revealed no finds indicating any superior civiliza- 
tion; since Europeans have appeared, mounds 
have been constructed. It is believed that the 
Mandans, a link between the lower tribes and the 
pueblo races, may not long since have been mound 
builders. So, too, the Shawnees in Ohio and the 


Cherokees farther south, races which when his- 
tory begins had progressed far enough to have a 
somewhat stable agriculture, and to have domes- 
ticated the horse and the ox. The purpose of the 
terraces is believed to have been to furnish sites 
for council-houses, or indeed for the communal 
dwellings, such as have been described. The 
cones were probably intended for burial places ; 
the ramparts, perhaps, for defense. The work 
presupposes a vast population instead of the scat- 
tered handfuls of men which made up the Indian 
race at the European coming, even in the most 
populous areas. It implies, however, no capability 
of which the Indian was not possessed. 

Throughout the Mississippi Valley then, based 
on the social frame-work just outlined, went for- 
ward for no one can say how many ages a vigor- 
ous life. The forests hung heavy on the slopes of 
the Alleghanies to the east, rolling thence west- 
ward over the areas threaded by the Ohio and its 
tributaries. Before the great river was reached 
the prairies formed a break in the leafy world ; 
and beyond the river, after new forests, the valley 
at last ran on into great plains, with timber belts 
along the streams indeed, but for the most part 
grass-covered lands, the pastures of countless wild 
herds. The Indian races were scattered sparsely 
throughout wood and plain. War was an almost 
constant condition, the life of the men being spent 
in the most energetic fighting, with intervals of 


sloth broken only by an occasional hunt. In the 
campaigns the risks and hardships encountered 
went to the utmost power of human endurance. 
No race has ever shown more courage, both active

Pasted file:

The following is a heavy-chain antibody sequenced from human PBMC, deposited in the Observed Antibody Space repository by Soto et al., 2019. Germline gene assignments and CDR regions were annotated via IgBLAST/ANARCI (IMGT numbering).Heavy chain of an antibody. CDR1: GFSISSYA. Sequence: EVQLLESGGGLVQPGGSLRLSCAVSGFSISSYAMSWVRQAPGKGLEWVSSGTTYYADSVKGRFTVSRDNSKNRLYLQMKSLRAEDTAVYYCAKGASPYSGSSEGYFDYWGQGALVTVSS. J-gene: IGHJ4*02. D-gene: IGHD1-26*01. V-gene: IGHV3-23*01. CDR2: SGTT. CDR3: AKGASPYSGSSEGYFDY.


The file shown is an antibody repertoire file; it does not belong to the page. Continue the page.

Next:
and passive, than the Indians have shown in their 
way ; and, as regards skill, the deftness of the 
panther in pursuit of its prey was paralleled. 
The cruelty of the warfare was most ruthless and 
horrible. Indian life being that of the clan, with 
the family most rudimentary, the "extension of 
infancy," and family life in general, had done no- 
thing to soften it. But we are taught that in the 
human evolution it is influences from these sources 
that lead to gentleness and humanity. It was in- 
evitable then that the Indian's heart should know 
not the quality of mercy. In the thicket and on 
prairie went forward ceaseless fighting between 
combatants pitiless as tigers ; while energetic 
stocks, like the Iroquois, butchered whole nations 
remorselessly. Every camping ground was the 
scene of such tortures as no civilized man can 
bear to hear described. Vast tracts were unin- 
habited because out of them the population had 
been killed ; these were visited only now and then 
by hunters, or swept across by war-parties bent 
on some dreadful errand of extermination to tribes 
living beyond. The sparseness of the Indian pop- 
ulation at the time when history in America begins 
is often overlooked. The tribes, in fact, were only 
encamped here and there in the country ; in no 
proper sense did they occupy it. 


The Indian's mind in its dim consciousness 
worked often in interesting ways. His folk-lore 
was abundant and charged with picturesque poetry. 
At the councils, it was often the case that the ora- 
tors thrilled the white spectators present with wild 
and beautiful outbursts of eloquence. There it is, 
perhaps, that the Indian appears at his best. The 
council-fire was kindled, and close at hand to it, 
decked out with feathers of the hawk and eagle, 
with skins of the elk or the bear, the naked, pow- 
erful breasts painted in vermilion, in yellow, in 
black, or in white, sat the savage auditory. Close 
at hand on the river-margin, the canoes that had 
brought them were drawn up. These, the master- 
pieces of Indian handicraft, were broad sheets of 
birch-bark, cinnamon-brown, as if to match the 
skin of their owners, rolled up about a light 
framework, stitched with deer sinews or liga- 
ments of pliant wood, and embroidered with 
beads or quills of the porcupine. The pipe of 
peace, set off with plumes, was passed from hand 
to hand. The saturnine crowd sat in stolid rows, 
no face betraying a sign of what thought might be 
passing within. The orator advanced to the front 
where sat the old chief whose function it was, in 
the absence of writing, to preserve a record of all 
that might be said. Belts of wampum, bits of 
shell, or beads affixed to leather strips, variously 
colored, and sometimes objects of beauty, lay in a 
pile close at hand ; each had a mnemonic signifi- 


cance, the orator handing one for each point, as 
the speech proceeded, to the record-keeper, who